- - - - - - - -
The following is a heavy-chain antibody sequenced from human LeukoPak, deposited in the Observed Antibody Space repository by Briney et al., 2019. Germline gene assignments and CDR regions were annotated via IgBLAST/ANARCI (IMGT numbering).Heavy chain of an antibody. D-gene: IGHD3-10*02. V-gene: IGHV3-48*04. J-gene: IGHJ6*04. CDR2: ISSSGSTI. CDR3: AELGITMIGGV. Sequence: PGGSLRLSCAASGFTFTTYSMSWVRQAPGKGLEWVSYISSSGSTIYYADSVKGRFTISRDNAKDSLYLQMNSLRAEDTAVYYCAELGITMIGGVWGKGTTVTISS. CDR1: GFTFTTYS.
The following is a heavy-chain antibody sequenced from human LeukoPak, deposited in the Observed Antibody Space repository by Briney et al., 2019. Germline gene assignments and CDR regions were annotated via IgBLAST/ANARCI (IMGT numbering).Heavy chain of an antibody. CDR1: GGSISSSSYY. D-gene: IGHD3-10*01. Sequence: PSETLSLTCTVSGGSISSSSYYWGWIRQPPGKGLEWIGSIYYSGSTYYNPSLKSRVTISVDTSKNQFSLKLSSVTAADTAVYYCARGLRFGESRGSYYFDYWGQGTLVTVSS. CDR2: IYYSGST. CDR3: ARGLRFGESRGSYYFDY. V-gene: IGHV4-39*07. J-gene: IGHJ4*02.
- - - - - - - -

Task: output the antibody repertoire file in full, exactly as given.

The following is a heavy-chain antibody sequenced from human LeukoPak, deposited in the Observed Antibody Space repository by Briney et al., 2019. Germline gene assignments and CDR regions were annotated via IgBLAST/ANARCI (IMGT numbering).Heavy chain of an antibody. D-gene: IGHD3-10*02. V-gene: IGHV3-48*04. J-gene: IGHJ6*04. CDR2: ISSSGSTI. CDR3: AELGITMIGGV. Sequence: PGGSLRLSCAASGFTFTTYSMSWVRQAPGKGLEWVSYISSSGSTIYYADSVKGRFTISRDNAKDSLYLQMNSLRAEDTAVYYCAELGITMIGGVWGKGTTVTISS. CDR1: GFTFTTYS.
The following is a heavy-chain antibody sequenced from human LeukoPak, deposited in the Observed Antibody Space repository by Briney et al., 2019. Germline gene assignments and CDR regions were annotated via IgBLAST/ANARCI (IMGT numbering).Heavy chain of an antibody. CDR1: GGSISSSSYY. D-gene: IGHD3-10*01. Sequence: PSETLSLTCTVSGGSISSSSYYWGWIRQPPGKGLEWIGSIYYSGSTYYNPSLKSRVTISVDTSKNQFSLKLSSVTAADTAVYYCARGLRFGESRGSYYFDYWGQGTLVTVSS. CDR2: IYYSGST. CDR3: ARGLRFGESRGSYYFDY. V-gene: IGHV4-39*07. J-gene: IGHJ4*02.